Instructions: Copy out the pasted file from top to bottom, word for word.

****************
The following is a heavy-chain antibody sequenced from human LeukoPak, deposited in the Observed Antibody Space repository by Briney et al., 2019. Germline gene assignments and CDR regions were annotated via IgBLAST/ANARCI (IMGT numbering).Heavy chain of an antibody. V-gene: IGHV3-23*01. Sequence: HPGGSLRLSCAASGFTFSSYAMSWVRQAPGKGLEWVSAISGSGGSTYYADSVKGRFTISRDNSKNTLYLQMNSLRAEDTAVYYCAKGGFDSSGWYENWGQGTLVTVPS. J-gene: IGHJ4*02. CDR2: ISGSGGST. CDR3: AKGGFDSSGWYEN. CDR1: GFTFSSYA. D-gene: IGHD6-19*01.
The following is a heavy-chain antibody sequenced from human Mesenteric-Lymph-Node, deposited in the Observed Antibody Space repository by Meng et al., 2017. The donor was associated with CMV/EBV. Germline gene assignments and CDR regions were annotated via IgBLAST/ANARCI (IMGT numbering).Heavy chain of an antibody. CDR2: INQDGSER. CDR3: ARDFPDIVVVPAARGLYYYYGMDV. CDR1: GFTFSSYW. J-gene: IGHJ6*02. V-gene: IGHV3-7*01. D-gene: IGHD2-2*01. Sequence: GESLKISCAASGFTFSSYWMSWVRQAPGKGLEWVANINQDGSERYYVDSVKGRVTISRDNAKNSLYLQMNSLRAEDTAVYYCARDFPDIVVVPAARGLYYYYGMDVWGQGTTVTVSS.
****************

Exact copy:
The following is a heavy-chain antibody sequenced from human LeukoPak, deposited in the Observed Antibody Space repository by Briney et al., 2019. Germline gene assignments and CDR regions were annotated via IgBLAST/ANARCI (IMGT numbering).Heavy chain of an antibody. V-gene: IGHV3-23*01. Sequence: HPGGSLRLSCAASGFTFSSYAMSWVRQAPGKGLEWVSAISGSGGSTYYADSVKGRFTISRDNSKNTLYLQMNSLRAEDTAVYYCAKGGFDSSGWYENWGQGTLVTVPS. J-gene: IGHJ4*02. CDR2: ISGSGGST. CDR3: AKGGFDSSGWYEN. CDR1: GFTFSSYA. D-gene: IGHD6-19*01.
The following is a heavy-chain antibody sequenced from human Mesenteric-Lymph-Node, deposited in the Observed Antibody Space repository by Meng et al., 2017. The donor was associated with CMV/EBV. Germline gene assignments and CDR regions were annotated via IgBLAST/ANARCI (IMGT numbering).Heavy chain of an antibody. CDR2: INQDGSER. CDR3: ARDFPDIVVVPAARGLYYYYGMDV. CDR1: GFTFSSYW. J-gene: IGHJ6*02. V-gene: IGHV3-7*01. D-gene: IGHD2-2*01. Sequence: GESLKISCAASGFTFSSYWMSWVRQAPGKGLEWVANINQDGSERYYVDSVKGRVTISRDNAKNSLYLQMNSLRAEDTAVYYCARDFPDIVVVPAARGLYYYYGMDVWGQGTTVTVSS.